‘I’m drained. I’m tired. I just want to be over with this’
Its hospitals strained by nearly two years of the COVID-19 pandemic, Ontario could take years to whip waiting lists for surgeries and other services that have grown since the virus struck. London hospitals have performed thousands fewer procedures than they normally would. Reporters Jennifer Bieman, Jonathan Juha and Norman De Bono examine the local fallout in five key areas.
Karen Koyounian began losing her voice in October 2020.
After the treatment her family doctor recommended didn’t bring her voice back, the 47-year-old mother of five asked her doctor to refer her to a specialist.
“I had never had this happen to me before,” the Cambridge resident said.
“I couldn’t talk. I couldn’t yell, so I said to him, ‘Can you please send me to a specialist because something is wrong.’”
Her doctor agreed, and he referred her in January 2021.
Due to pandemic delays, Koyounian didn’t get to see the throat specialist until July 2021. Months of tests, CT scans and ultrasounds later, she was diagnosed with thyroid cancer.
She had her thyroid removed Dec. 15, but cancer had spread to her vocal cords and surrounding nerves. Radiation would be needed.
Koyounian was told she should start cancer treatment a month after her surgery, and she was referred to London Health Sciences Centre (LHSC), one of Ontario’s 14 regional cancer centres.
At an appointment this week, Koyounian learned that her treatment won’t start until June 1 due to backlogs caused by the pandemic.
The wait for treatment, the fear her cancer may spread further and the financial strain of being out of work have been almost unbearable for Koyounian and her family, she said.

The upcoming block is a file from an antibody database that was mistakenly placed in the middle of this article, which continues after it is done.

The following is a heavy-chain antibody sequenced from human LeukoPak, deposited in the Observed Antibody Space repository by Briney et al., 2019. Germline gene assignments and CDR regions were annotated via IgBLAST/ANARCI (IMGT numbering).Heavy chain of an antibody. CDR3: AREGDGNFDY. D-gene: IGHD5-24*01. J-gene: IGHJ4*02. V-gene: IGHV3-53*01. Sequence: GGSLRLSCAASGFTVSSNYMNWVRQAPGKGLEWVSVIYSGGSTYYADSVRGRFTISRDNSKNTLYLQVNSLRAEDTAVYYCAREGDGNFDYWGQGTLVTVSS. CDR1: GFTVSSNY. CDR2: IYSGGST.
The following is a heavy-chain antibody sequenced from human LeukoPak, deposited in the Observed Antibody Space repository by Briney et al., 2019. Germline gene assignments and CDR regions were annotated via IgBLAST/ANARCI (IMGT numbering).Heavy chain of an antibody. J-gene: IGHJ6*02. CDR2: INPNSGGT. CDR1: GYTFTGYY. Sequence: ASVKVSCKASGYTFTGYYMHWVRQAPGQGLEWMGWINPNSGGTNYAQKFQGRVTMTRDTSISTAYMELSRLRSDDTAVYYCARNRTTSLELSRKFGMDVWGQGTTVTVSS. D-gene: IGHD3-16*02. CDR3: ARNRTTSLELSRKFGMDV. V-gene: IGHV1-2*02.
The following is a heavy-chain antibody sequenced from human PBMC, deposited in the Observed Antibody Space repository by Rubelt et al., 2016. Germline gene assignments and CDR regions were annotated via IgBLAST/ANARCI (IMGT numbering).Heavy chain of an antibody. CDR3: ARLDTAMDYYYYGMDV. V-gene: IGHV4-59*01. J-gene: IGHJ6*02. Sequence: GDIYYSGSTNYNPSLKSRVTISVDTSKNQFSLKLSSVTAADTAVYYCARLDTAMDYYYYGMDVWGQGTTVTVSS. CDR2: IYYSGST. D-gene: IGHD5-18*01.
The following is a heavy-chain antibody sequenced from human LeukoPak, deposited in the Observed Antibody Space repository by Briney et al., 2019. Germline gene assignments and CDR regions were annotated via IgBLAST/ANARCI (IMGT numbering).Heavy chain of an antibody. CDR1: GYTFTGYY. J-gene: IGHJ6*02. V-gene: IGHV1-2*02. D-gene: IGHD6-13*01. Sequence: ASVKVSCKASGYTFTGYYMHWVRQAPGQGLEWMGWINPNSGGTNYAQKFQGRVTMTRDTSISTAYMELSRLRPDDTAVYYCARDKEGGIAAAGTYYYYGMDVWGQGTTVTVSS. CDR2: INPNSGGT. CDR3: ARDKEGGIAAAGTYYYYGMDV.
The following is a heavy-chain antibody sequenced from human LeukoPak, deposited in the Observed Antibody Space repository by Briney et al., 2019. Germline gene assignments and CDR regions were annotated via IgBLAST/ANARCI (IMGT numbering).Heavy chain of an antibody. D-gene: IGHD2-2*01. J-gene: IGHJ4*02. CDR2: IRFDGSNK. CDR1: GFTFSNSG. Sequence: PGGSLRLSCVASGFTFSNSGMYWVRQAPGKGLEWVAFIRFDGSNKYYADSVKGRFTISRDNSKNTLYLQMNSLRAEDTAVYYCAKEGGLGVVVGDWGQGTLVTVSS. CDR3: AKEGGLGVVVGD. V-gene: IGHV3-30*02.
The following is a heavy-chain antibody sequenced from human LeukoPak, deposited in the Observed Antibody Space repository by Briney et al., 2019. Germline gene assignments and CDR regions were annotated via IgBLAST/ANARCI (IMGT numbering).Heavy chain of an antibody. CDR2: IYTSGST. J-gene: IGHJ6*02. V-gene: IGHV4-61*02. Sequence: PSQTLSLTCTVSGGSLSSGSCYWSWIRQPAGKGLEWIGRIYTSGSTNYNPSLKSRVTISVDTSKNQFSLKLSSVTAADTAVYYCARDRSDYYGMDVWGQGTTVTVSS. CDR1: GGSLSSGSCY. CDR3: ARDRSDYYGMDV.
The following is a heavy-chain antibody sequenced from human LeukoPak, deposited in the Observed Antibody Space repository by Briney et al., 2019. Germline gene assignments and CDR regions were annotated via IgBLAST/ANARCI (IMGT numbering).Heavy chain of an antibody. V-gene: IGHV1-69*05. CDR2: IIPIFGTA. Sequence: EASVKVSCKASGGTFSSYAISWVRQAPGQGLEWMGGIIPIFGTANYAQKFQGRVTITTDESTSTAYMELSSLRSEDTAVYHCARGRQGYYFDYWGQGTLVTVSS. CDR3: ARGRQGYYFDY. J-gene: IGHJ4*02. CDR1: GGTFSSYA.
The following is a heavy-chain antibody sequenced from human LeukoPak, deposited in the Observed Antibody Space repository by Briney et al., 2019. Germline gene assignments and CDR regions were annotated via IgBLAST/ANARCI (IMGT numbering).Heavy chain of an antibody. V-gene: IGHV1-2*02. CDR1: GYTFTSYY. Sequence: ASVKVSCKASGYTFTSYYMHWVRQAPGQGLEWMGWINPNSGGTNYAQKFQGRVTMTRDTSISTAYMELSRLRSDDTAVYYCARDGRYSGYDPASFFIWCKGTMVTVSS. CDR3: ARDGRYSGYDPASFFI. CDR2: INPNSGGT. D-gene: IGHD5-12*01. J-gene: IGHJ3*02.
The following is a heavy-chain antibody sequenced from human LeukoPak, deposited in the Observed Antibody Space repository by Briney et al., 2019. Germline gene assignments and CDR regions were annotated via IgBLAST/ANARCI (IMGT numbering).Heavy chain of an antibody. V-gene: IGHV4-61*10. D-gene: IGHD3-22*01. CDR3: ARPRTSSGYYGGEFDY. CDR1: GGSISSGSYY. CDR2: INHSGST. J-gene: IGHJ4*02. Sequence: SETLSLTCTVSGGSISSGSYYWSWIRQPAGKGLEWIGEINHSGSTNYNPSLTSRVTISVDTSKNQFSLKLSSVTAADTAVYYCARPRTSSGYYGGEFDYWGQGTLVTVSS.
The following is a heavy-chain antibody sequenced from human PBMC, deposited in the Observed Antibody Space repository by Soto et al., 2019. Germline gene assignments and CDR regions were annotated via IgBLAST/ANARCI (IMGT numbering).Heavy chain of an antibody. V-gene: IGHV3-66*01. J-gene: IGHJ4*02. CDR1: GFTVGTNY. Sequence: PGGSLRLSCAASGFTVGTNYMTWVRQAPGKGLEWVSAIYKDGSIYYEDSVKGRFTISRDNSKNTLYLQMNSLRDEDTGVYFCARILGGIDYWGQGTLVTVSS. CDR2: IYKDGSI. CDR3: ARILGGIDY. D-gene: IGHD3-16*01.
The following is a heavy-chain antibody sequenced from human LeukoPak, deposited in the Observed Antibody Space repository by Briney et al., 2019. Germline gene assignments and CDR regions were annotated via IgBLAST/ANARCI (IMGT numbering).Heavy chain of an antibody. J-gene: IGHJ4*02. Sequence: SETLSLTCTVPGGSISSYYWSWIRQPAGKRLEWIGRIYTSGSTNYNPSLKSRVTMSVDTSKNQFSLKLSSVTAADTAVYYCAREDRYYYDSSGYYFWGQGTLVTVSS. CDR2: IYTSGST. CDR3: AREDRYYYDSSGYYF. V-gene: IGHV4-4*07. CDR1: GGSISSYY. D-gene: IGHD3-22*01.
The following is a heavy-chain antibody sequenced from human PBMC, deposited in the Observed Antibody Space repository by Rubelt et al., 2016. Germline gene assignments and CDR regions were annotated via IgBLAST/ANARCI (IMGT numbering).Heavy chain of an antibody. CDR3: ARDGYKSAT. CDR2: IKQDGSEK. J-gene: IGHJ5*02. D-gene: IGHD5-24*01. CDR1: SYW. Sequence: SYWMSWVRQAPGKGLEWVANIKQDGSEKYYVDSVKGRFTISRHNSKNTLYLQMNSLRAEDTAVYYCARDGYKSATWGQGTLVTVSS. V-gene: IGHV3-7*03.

“I cry all the time,” she said. “It’s terrible. I’m drained. I’m tired. I just want to be over with this.”
Koyounian isn’t alone.
As potentially life-saving procedures, cancer surgeries were allowed to continue at Ontario hospitals while they battled a surge in patients caused by the Omicron wave.
But the reduction in surgical volumes has meant doctors have been put in the difficult position of having to prioritize which patients get care first, leaving others on an ever-growing waiting list.
Several factors play a role in deciding who goes to the top of the list, including the type of cancer a patient has and how aggressive or fast-growing it is believed to be.
For the most part, LHSC says it has managed to provide timely care – usually within days – to people whose cases are considered urgent, known in medical lingo as Priority 1 (P1) and 2 (P2) patients.
But that has meant those in the P3 and P4 categories have sometimes been left in limbo, knowing of their cancer diagnosis but without a set date for their procedure.
“The impact to patients has been significant,” said Dr. Patrick Colquhoun, chair and chief doctor of LHSC’s surgical oncology division.